General Atomics Aeronautical Systems Inc. has a customer for its Predator C Avenger unmanned jet aircraft.
It is the U.S. Air Force, which already operates a fleet of propeller-driven aircraft from GA-ASI.
An Air Force announcement regarding a noncompetitive contract to buy the stealthy jet drone appeared Dec. 14 on the Federal Business Opportunities website.
The Air Force plans to spend $15 million on a single Avenger. A military spokesman said the Air Force will use it for testing.
An executive for La Jolla-based General Atomics-Aeronautical Systems was not available for comment by press time. A company spokeswoman said Jan. 4 that GA-ASI had not yet received a request for proposal for production of the aircraft, nor had it submitted such a proposal to the Air Force. She said the company expects that a contract award will follow those steps.
In its Dec. 14 notice, the federal government said it was going ahead with the sole-source deal because it did not believe there was any other product on the market that could satisfy the government’s requirements.
“A noncompetitive contract is not usual in these circumstances,” said Phil Finnegan, an analyst with Teal Group Corp. in suburban Washington, D.C., by email. “General Atomics Aeronautical Systems has (an unmanned aircraft) that is ready for testing. Competitors are still developing their systems.”
A federal acquisition document said the Secretary of the Air Force’s office had been working to get a test aircraft since at least July.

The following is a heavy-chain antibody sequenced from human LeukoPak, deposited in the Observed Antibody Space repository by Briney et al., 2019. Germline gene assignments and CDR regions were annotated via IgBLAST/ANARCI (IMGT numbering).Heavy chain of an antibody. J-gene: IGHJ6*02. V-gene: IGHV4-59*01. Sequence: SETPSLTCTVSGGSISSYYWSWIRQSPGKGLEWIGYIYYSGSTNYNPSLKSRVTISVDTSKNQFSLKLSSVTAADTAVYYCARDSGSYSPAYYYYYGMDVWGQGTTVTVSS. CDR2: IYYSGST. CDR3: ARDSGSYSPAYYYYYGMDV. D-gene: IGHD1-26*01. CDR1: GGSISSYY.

“The Air Force has repeatedly delayed plans for its next generation UAV,” or unmanned aerial vehicle, Finnegan added. In Pentagon lingo, the future unmanned aircraft is called the MQ-X.
“If the Avenger is able to provide significant advantages over existing UAVs, then the Air Force may not need to engage in a costly development program at a time when budgetary resources are becoming increasing scarce,” the analyst said.
Finnegan said the Poway aircraft maker was acting in typical fashion.
“This has been precisely General Atomics Aeronautical Systems’ strategy,” he said. “It developed the Avenger with its own funds to try to stay in front of the market and even define requirements for the next generation of UAVs. Those UAVs need to be stealthier and faster to enable them to survive in areas in which an adversary has air defenses,” he said, noting that air defenses were not very strong in Iraq and Afghanistan.
Internal Weapons Bay
The jet-powered Predator C can fly at 460 mph — much faster than GA-ASI’s largest propeller-driven aircraft, the Reaper, which flies at 275 mph. Both can fly as high as 50,000 feet.
The new jet has a weapons bay inside its belly, which lets it carry up to 3,000 pounds of explosives. This would give commanders the option of loading a 2,000-pound bomb on the drone. GA-ASI marketing materials say the Avenger also has six spots, or “hard points,” on the wings where it can carry external weapons.
Carrying weapons internally contributes to the aircraft’s reduced radar signature that, while not completely stealthy, makes the airplane more difficult to detect by radar while flying at high altitudes.
By comparison, the Reaper carries all weapons — 500-pound bombs and 100-pound Hellfire missiles — externally.
The Avenger can also act as an observation aircraft, providing improved situational awareness via a heavier, more sophisticated sensor payload than the Reaper.
GA-ASI says its jet-powered Avenger can stay aloft for 18 hours — not as long as the original, prop-driven Predator or the Reaper, which can stay aloft for 40 hours and 30 hours respectively.
The Avenger is powered by a model PW545B turbofan jet engine, made by Pratt & Whitney, a unit of United Technologies Corp. The power plant is similar to jet engines used on small-business aircraft.